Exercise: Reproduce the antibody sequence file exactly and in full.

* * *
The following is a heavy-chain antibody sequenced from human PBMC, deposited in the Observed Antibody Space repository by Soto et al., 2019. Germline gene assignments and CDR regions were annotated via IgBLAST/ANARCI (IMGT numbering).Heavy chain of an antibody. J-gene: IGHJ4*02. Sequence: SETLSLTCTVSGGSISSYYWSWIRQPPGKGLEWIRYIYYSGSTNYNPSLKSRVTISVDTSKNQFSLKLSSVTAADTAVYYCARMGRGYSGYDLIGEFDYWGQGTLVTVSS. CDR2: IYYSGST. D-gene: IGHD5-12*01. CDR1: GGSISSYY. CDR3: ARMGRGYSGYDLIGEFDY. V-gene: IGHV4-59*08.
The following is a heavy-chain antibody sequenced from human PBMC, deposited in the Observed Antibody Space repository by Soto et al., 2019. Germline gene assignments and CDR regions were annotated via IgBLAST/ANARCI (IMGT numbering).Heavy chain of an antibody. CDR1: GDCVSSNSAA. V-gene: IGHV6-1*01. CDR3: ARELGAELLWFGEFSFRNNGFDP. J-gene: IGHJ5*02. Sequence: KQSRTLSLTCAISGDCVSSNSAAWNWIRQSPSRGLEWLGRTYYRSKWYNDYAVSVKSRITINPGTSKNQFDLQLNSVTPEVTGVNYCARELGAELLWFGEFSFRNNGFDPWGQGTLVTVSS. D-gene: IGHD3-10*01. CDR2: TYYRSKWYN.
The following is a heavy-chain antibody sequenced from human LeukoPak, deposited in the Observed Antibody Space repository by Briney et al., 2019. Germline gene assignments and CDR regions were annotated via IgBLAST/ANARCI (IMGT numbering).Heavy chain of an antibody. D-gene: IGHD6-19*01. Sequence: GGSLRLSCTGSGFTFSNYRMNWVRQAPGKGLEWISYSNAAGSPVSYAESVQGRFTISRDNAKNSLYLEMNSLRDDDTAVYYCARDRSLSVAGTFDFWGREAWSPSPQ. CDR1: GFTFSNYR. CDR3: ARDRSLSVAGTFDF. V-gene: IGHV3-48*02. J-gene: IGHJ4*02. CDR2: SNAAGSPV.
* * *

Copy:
The following is a heavy-chain antibody sequenced from human PBMC, deposited in the Observed Antibody Space repository by Soto et al., 2019. Germline gene assignments and CDR regions were annotated via IgBLAST/ANARCI (IMGT numbering).Heavy chain of an antibody. J-gene: IGHJ4*02. Sequence: SETLSLTCTVSGGSISSYYWSWIRQPPGKGLEWIRYIYYSGSTNYNPSLKSRVTISVDTSKNQFSLKLSSVTAADTAVYYCARMGRGYSGYDLIGEFDYWGQGTLVTVSS. CDR2: IYYSGST. D-gene: IGHD5-12*01. CDR1: GGSISSYY. CDR3: ARMGRGYSGYDLIGEFDY. V-gene: IGHV4-59*08.
The following is a heavy-chain antibody sequenced from human PBMC, deposited in the Observed Antibody Space repository by Soto et al., 2019. Germline gene assignments and CDR regions were annotated via IgBLAST/ANARCI (IMGT numbering).Heavy chain of an antibody. CDR1: GDCVSSNSAA. V-gene: IGHV6-1*01. CDR3: ARELGAELLWFGEFSFRNNGFDP. J-gene: IGHJ5*02. Sequence: KQSRTLSLTCAISGDCVSSNSAAWNWIRQSPSRGLEWLGRTYYRSKWYNDYAVSVKSRITINPGTSKNQFDLQLNSVTPEVTGVNYCARELGAELLWFGEFSFRNNGFDPWGQGTLVTVSS. D-gene: IGHD3-10*01. CDR2: TYYRSKWYN.
The following is a heavy-chain antibody sequenced from human LeukoPak, deposited in the Observed Antibody Space repository by Briney et al., 2019. Germline gene assignments and CDR regions were annotated via IgBLAST/ANARCI (IMGT numbering).Heavy chain of an antibody. D-gene: IGHD6-19*01. Sequence: GGSLRLSCTGSGFTFSNYRMNWVRQAPGKGLEWISYSNAAGSPVSYAESVQGRFTISRDNAKNSLYLEMNSLRDDDTAVYYCARDRSLSVAGTFDFWGREAWSPSPQ. CDR1: GFTFSNYR. CDR3: ARDRSLSVAGTFDF. V-gene: IGHV3-48*02. J-gene: IGHJ4*02. CDR2: SNAAGSPV.